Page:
Sammarone to Enter New Plea Monday
YOUNGSTOWN, Ohio – Former Mayor Charles Sammarone will enter a change of plea Monday in his criminal trial, which is set to get underway that day.
Sammarone’s attorney, John Shultz, confirmed Friday that he and prosecutors had reached an agreement, but both parties agreed to not reveal details.
“There has been a plea resolution,” Shultz said during a phone interview. “We will enter a plea Monday morning.”
Sammarone, who served as Youngstown’s mayor from August 2011 to December 2013, faces 14 charges including bribery, records tampering, falsification and engaging in a pattern of corrupt activity.
The former mayor, downtown developer Dominic Marchionda and former Youngstown Finance Director David Bozanich were charged in a 101-count indictment handed down Aug. 30, 2018. He was to be tried separately from Marchionda and Bozanich, who are scheduled to go on trial June 1.
Earlier this week, Mahoning County Common Pleas Judge Maureen Sweeney filed a judgment entry regarding a motion by Bozanich’s attorney to dismiss the counts against him in the indictment on grounds that they were barred by the statute of limitations, didn’t state a criminal offence sufficient to a state prosecutorial interest or were not based on a specific quid pro quo.
Additionally, the defense argued that several counts were duplicitous and that Count 101 – engaging in a pattern of corrupt activity – failed if the other offenses were dismissed and also was duplicitous.
Regarding the statute of limitations, the defense urges the court to rely on information beyond what is in the indictment, but the motion, if granted in whole, would in essence result in an acquittal, a ruling that would be “an improper exercise of judicial authority,” according to the entry.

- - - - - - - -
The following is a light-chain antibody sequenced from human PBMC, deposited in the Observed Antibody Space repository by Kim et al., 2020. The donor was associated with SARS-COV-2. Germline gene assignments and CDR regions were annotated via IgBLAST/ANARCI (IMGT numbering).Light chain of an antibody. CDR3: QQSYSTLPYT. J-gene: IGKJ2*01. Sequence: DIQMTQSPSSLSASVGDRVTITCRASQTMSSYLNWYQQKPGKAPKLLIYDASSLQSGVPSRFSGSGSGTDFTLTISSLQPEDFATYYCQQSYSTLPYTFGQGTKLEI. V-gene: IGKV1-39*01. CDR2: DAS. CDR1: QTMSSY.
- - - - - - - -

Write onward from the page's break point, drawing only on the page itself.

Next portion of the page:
“[A]llowing for such motions to be raised before trial would create a legal quagmire for the Courts,” she wrote.
“Furthermore, as the Defendant states in his reply memorandum, the State must show that the statute of limitations was tolled ‘beyond a reasonable doubt.’ Since this is the standard the State is held to during the trial, the Court will not hold the state to this burden of proof in pretrial motions,” she continued.
In addition, Bozanich’s defense urged the court not to apply the “public servant” exemption to the statute of limitations. While Sweeney said she agreed with the assertion, as reflected in paperwork, that Bozanich retired Dec. 28, 2012, evidence during a hearing showed he “continued to receive benefits that normally wouldn’t have been available to him, so the court can’t determine “at this juncture” whether the exemption should apply or not.
Additionally, because a criminal rule doesn’t allow for motions that challenge the jurisdiction of the court or to charge an offense, she could not rule on a motion to dismiss Count 8 – a bribery count – because it is based on evidence affecting only federal interests.
Because a stipulation was entered into regarding the third count – for bribery – Sweeney did not address it. Also, the court previously ruled on the duplicitous counts argument in a separate entry.
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